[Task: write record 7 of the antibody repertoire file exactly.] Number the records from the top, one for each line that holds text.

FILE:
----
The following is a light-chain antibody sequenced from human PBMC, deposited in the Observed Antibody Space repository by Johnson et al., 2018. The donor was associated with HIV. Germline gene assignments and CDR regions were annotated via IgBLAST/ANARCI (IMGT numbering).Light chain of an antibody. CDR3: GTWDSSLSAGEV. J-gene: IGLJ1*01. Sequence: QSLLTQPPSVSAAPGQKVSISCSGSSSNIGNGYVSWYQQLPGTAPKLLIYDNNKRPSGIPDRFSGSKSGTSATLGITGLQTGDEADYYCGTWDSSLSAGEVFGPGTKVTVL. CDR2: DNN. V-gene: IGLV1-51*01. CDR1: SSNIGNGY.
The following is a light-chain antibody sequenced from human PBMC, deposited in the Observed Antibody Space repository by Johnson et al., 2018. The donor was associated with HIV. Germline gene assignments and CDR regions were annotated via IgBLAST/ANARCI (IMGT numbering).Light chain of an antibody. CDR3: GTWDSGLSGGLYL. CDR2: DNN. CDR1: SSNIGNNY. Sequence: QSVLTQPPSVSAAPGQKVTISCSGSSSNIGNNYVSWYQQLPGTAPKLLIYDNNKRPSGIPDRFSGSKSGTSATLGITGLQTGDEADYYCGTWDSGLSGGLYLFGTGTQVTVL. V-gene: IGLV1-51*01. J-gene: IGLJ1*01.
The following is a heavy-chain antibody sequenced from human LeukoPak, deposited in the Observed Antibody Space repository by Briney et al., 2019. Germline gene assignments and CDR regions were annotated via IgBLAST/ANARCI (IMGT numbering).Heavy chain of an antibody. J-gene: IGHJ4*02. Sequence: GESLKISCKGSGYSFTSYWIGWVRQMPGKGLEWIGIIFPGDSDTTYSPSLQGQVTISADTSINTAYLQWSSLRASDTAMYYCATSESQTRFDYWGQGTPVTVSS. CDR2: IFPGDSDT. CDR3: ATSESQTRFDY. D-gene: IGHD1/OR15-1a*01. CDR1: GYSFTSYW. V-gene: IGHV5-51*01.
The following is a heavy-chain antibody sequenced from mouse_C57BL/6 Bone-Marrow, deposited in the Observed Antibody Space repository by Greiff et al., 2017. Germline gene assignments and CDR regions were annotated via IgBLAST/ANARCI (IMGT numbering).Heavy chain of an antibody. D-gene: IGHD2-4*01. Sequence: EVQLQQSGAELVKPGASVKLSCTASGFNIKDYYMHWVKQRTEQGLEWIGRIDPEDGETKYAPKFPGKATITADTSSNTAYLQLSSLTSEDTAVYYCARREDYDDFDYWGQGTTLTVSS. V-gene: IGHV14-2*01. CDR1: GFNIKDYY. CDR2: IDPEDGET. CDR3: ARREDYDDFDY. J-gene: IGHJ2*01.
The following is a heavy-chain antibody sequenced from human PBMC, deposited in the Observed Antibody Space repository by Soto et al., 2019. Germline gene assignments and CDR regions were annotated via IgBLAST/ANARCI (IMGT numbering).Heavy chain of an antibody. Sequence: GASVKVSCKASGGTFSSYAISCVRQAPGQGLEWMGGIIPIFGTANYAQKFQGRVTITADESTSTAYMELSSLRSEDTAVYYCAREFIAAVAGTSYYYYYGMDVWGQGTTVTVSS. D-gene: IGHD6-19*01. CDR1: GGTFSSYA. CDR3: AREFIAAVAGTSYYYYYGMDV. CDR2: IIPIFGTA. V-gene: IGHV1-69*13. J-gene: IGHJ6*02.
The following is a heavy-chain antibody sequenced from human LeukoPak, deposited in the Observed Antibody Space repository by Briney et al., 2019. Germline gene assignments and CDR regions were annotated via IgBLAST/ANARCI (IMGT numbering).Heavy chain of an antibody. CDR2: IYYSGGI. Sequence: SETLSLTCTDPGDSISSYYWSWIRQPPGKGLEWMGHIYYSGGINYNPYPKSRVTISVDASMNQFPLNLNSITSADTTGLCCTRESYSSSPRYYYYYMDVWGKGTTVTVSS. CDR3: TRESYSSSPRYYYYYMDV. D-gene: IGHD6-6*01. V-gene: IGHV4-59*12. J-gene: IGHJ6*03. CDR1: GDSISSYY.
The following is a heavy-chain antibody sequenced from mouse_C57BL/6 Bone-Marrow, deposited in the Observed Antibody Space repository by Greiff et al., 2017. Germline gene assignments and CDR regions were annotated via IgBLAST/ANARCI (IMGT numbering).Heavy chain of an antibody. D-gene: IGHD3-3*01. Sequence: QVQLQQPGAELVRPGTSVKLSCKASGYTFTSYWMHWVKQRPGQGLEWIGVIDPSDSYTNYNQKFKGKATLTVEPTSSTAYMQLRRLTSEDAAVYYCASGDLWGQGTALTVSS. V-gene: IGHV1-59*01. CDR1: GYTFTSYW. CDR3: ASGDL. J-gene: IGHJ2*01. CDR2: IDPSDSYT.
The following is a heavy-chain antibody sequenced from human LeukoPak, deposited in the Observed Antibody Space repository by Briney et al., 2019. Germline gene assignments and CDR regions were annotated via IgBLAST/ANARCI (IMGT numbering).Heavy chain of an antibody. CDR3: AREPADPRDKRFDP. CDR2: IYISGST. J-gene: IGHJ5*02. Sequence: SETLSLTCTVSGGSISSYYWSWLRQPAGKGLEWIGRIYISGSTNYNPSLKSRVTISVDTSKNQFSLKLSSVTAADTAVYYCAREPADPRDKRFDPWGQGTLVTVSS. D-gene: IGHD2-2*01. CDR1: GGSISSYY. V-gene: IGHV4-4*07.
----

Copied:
The following is a heavy-chain antibody sequenced from mouse_C57BL/6 Bone-Marrow, deposited in the Observed Antibody Space repository by Greiff et al., 2017. Germline gene assignments and CDR regions were annotated via IgBLAST/ANARCI (IMGT numbering).Heavy chain of an antibody. D-gene: IGHD3-3*01. Sequence: QVQLQQPGAELVRPGTSVKLSCKASGYTFTSYWMHWVKQRPGQGLEWIGVIDPSDSYTNYNQKFKGKATLTVEPTSSTAYMQLRRLTSEDAAVYYCASGDLWGQGTALTVSS. V-gene: IGHV1-59*01. CDR1: GYTFTSYW. CDR3: ASGDL. J-gene: IGHJ2*01. CDR2: IDPSDSYT.